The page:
Stargate Universe (SyFy) | Under the Radar - Music Magazine
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Stargate Universe (Fridays, 9/8 Central)


Oct 02, 2009 Web Exclusive Bookmark and Share

Disclaimer: I've never been a hardcore fan of the Stargate series. Sure, the Roland Emmerich (The Day After Tomorrow, Independence Day) flick was dumb popcorn-style fun and the original TV series, Stargate SG-1, wasn't on for 10 seasons for nothing. Even Stargate Atlantis and the two direct-to-DVD releases (Stargate: The Ark of Truth, Stargate: Continuum) were good time wasters. I just never got into Stargate as much as other high-concept esemble sci-fi shows such as Babylon 5, Star Trek, or Battlestar Galactica.

Luckily, Universe was made with relative noobs like me in mind. It's built on the general theme of the other projects but has little connective story threads other than a few cameos from SG-1 lead, Richard Dean Anderson (MacGyver). Instead of getting bogged down with the Egyptian mythology of past series straight away we get straight up chamber theater drama.

The new narrative revolves around a nerdy gamer named David Blue (Eli Wallace) who lives with his ill mother. Thomas' character is SGU’s gateway for new fans. He's in his mid-20s and cracks a code embedded in a MMO by the government. Suddenly he finds himself beamed up into a spaceship and signing up for the Stargate program to pay for his mother's endless medical bills. His character is clearly the best part and a solid anchor for anybody tuning in late to this ongoing intergalactic saga. Eli’s mentor within the Icarus program is Dr. Nicholas Rush.

He's admirably played by Robert Carlyle (Full Monty, Trainspotting) in a stern, yet affable fashion. In only the first few episodes he's set up as the dramatic anchor and foil to the comedic Blue. He tells the very eager Blue everything he needs to know to commence the program, and consequently we get a hefty dose of working knowledge of the world of Stargate. The three-part storyline (the pilot is a two episodes in one shot) is entitled "Air." It's standard sci-fi fare where the crew on an ancient space vessel are locked on an unknown course.

Of course the ragtag crew must find a random MacGuffin to keep from dying from a lack of oxygen due to a hole in the ship's hull. The actors do a fine job with the survivalist material but this type of life-or-death storyline tends to work better after a solid emotional relationship has solidified between the audience and cast. The ensemble is the best part of this sometimes dragging, mediocre pilot, lensed by cinematographer Rohn Schmidt (The Shield, The Mist) and Atlantis and SG-1 director Andy Mikita.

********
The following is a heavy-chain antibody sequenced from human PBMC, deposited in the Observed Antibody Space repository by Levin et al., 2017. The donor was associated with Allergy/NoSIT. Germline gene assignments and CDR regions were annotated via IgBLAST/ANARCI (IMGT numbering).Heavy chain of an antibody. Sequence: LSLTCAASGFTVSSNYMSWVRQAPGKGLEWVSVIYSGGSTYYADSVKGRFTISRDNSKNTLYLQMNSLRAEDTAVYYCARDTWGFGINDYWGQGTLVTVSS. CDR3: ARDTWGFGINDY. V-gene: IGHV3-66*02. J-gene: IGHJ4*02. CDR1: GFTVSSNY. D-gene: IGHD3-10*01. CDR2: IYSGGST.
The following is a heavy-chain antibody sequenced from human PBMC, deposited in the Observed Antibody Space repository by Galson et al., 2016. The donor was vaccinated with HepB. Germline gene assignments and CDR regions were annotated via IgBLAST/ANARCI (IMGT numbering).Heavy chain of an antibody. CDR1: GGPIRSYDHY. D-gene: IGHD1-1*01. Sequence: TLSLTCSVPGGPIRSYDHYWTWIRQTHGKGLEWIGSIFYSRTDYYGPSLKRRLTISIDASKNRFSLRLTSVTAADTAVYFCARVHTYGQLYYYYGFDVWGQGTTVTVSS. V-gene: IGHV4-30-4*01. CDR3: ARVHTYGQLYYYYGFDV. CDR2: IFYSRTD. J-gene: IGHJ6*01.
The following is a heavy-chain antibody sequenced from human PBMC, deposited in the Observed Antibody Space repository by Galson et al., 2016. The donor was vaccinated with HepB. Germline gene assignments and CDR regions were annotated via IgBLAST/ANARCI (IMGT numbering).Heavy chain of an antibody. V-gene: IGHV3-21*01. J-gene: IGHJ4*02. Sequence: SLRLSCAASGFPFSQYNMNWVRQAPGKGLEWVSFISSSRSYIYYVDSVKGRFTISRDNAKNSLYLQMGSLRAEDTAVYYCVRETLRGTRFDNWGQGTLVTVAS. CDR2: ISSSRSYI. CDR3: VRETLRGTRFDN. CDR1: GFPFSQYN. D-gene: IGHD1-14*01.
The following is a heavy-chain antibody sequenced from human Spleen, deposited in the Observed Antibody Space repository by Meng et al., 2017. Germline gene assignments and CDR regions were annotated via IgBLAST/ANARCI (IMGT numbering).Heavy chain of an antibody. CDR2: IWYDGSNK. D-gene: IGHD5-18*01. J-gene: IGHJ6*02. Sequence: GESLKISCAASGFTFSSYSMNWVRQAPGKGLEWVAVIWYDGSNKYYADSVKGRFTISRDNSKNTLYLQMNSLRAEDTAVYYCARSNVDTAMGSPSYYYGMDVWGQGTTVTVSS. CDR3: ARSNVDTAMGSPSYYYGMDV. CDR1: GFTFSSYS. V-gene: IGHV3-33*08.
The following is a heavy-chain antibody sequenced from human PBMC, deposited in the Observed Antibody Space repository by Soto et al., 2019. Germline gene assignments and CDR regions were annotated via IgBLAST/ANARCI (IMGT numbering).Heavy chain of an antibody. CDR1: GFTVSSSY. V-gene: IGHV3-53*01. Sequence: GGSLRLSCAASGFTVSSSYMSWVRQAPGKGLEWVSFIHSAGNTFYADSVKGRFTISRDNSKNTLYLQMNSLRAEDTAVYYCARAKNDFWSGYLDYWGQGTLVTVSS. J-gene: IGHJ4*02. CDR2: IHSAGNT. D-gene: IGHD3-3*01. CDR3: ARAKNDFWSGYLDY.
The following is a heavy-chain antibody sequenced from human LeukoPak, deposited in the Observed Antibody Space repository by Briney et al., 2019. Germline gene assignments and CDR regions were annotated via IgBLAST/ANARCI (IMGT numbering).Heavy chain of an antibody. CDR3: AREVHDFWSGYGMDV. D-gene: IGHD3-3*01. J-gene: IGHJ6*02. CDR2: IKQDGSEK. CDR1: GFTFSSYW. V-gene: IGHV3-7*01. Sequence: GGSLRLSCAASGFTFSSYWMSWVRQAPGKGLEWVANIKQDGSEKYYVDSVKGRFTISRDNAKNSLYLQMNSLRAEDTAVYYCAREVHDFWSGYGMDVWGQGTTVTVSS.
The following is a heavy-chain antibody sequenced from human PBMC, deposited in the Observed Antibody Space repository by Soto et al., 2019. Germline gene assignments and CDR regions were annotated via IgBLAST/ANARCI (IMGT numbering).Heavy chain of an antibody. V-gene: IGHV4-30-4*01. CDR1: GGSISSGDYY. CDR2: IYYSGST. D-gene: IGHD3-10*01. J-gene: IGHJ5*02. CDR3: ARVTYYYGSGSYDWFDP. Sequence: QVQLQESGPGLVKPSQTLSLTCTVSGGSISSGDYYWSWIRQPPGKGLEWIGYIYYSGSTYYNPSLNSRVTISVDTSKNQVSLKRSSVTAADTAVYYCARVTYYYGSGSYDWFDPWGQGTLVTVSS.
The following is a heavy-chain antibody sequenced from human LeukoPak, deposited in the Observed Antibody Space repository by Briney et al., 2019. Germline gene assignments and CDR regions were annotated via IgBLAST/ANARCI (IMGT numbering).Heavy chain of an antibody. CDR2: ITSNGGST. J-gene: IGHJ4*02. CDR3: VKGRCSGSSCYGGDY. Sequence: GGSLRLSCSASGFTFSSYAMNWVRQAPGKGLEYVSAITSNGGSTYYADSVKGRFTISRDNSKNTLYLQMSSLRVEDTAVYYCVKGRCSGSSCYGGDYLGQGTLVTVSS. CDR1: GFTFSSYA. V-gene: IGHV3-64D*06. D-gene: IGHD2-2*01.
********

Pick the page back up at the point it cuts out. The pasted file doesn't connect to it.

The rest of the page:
Along with Carlyle and Blue, Universe's ensemble is fairly solid. We have Lou Diamond Phillips (Che, La Bamba) as the hard-nosed Col. Telford, Ming-Na (ER, Vanished) as Camile Wray, Alaina Huffman as 1st Lt. Tamara Johansen, Louis Ferreira as Col. Everett Young, Jamil Walker Smith as MSgt. Ronald Greer, Elyse Levesque as Chloe Armstrong, and Brian J Smith as 1st Lt. Matthew Scott. As you can tell from that list, this particular series still retains a love for dramatic commentary on the military complex interacting with cold scientific fact-finders.

Unfortunately, a big chunk of the cast members are regulated to a chamber in the ship, gasping for air, so we can't really see how well everyone slips into their respective roles. That fact ties back to the diminishing dramatic returns already stated. The overarching through-line of "pooling" between worlds on shuffle opens up endless possibilities for the unlikely crew, not unlike the earlier iterations of Stargate.

Aside from the capable actors and OK story, geeks will love the ancient technologies at work on these introductory episodes. The SGU crew is able to contact Earth through "thought stones" that allow the caller to enter the body of a receiver, taking control of them to interact with Stargate officials back home. The stones can also be used by those on Earth to dial the SGUs. The only predicament is that there are only five stones at the beginning of the pilot, and two are used so far.

That will most likely play into the survival aspect of the series that is only hinted at here. The remaining 17 episodes will hopefully zoom in on the show's Lost-in-space potential for solid melodrama. This month marks the 15th anniversary of the original release of Stargate. After all the consequential films, live-action and animated series, graphic novels, video games, amusement park rides and even a pinball machine, SGU just might be the sound of a well finally running dry. (

Author rating: 5/10

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Average reader rating: 7/10


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Sophia Carter
August 20th 2010

Thanks to the post. Another show that I will never to missed to watch.

Lucy Sympton
July 1st 2012

This will be a great show. Kyle your review is really good to read and getting some good information. Love this article. Thanks for this allocation. :lol: